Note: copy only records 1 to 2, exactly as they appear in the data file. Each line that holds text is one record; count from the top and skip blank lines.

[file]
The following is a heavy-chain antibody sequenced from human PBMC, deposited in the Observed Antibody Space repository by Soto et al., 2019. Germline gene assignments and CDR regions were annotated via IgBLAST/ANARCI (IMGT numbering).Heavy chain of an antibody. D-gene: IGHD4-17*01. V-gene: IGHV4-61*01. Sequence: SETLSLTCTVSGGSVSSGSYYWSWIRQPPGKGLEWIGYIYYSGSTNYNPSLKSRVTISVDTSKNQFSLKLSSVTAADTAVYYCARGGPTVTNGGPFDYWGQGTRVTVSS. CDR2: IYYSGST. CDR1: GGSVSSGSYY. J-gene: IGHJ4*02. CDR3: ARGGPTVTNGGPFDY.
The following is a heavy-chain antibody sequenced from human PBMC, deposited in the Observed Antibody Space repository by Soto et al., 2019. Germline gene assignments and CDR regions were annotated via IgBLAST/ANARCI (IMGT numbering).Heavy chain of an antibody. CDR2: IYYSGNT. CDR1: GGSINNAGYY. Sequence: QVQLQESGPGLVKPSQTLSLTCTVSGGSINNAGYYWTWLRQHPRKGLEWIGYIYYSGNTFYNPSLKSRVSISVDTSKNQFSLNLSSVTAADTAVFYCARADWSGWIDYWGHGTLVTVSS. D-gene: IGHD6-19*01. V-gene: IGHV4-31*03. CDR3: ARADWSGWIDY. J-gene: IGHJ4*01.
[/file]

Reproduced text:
The following is a heavy-chain antibody sequenced from human PBMC, deposited in the Observed Antibody Space repository by Soto et al., 2019. Germline gene assignments and CDR regions were annotated via IgBLAST/ANARCI (IMGT numbering).Heavy chain of an antibody. D-gene: IGHD4-17*01. V-gene: IGHV4-61*01. Sequence: SETLSLTCTVSGGSVSSGSYYWSWIRQPPGKGLEWIGYIYYSGSTNYNPSLKSRVTISVDTSKNQFSLKLSSVTAADTAVYYCARGGPTVTNGGPFDYWGQGTRVTVSS. CDR2: IYYSGST. CDR1: GGSVSSGSYY. J-gene: IGHJ4*02. CDR3: ARGGPTVTNGGPFDY.
The following is a heavy-chain antibody sequenced from human PBMC, deposited in the Observed Antibody Space repository by Soto et al., 2019. Germline gene assignments and CDR regions were annotated via IgBLAST/ANARCI (IMGT numbering).Heavy chain of an antibody. CDR2: IYYSGNT. CDR1: GGSINNAGYY. Sequence: QVQLQESGPGLVKPSQTLSLTCTVSGGSINNAGYYWTWLRQHPRKGLEWIGYIYYSGNTFYNPSLKSRVSISVDTSKNQFSLNLSSVTAADTAVFYCARADWSGWIDYWGHGTLVTVSS. D-gene: IGHD6-19*01. V-gene: IGHV4-31*03. CDR3: ARADWSGWIDY. J-gene: IGHJ4*01.